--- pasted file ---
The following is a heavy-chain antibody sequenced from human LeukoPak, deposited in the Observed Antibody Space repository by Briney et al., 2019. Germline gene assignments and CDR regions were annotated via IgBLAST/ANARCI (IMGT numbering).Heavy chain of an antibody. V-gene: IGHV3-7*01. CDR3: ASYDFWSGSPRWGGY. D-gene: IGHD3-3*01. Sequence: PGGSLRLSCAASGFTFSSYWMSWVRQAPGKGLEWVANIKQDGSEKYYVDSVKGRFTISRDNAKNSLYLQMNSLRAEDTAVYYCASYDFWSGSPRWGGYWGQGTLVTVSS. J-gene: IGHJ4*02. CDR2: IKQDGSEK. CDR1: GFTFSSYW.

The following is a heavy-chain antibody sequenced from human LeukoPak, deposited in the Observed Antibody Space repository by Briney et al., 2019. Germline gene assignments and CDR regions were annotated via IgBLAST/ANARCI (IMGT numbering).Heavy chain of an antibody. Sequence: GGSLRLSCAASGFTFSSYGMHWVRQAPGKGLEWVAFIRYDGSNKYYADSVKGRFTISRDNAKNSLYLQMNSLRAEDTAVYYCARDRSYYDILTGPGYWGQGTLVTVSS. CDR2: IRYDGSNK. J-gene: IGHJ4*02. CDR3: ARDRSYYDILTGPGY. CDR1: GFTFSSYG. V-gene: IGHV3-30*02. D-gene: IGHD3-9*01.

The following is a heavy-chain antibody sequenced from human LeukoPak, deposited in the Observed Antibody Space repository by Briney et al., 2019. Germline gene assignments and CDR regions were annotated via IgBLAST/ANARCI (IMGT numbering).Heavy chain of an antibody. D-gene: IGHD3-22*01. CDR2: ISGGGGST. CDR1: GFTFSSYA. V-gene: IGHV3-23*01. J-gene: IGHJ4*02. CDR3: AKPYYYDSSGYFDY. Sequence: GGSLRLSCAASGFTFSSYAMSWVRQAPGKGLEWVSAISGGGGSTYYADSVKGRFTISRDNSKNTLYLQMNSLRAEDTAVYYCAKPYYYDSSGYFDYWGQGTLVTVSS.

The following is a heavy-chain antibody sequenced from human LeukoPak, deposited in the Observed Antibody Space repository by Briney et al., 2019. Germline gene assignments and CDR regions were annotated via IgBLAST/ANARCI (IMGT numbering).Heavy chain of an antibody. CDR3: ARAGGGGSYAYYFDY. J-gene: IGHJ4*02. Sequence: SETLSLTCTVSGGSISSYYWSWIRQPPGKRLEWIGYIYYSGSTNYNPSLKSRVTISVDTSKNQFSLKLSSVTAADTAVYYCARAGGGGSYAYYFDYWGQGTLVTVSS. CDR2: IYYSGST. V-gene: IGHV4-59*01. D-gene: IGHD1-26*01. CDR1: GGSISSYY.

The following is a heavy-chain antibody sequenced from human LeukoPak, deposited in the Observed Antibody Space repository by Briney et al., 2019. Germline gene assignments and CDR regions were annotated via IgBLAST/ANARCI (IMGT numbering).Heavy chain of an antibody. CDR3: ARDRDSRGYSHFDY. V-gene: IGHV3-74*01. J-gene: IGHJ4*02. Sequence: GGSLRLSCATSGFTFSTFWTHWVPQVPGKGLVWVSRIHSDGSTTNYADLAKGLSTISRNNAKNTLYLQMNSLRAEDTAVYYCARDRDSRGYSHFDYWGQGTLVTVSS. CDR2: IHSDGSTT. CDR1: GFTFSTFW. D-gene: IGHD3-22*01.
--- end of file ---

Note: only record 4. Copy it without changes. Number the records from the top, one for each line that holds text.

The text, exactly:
The following is a heavy-chain antibody sequenced from human LeukoPak, deposited in the Observed Antibody Space repository by Briney et al., 2019. Germline gene assignments and CDR regions were annotated via IgBLAST/ANARCI (IMGT numbering).Heavy chain of an antibody. CDR3: ARAGGGGSYAYYFDY. J-gene: IGHJ4*02. Sequence: SETLSLTCTVSGGSISSYYWSWIRQPPGKRLEWIGYIYYSGSTNYNPSLKSRVTISVDTSKNQFSLKLSSVTAADTAVYYCARAGGGGSYAYYFDYWGQGTLVTVSS. CDR2: IYYSGST. V-gene: IGHV4-59*01. D-gene: IGHD1-26*01. CDR1: GGSISSYY.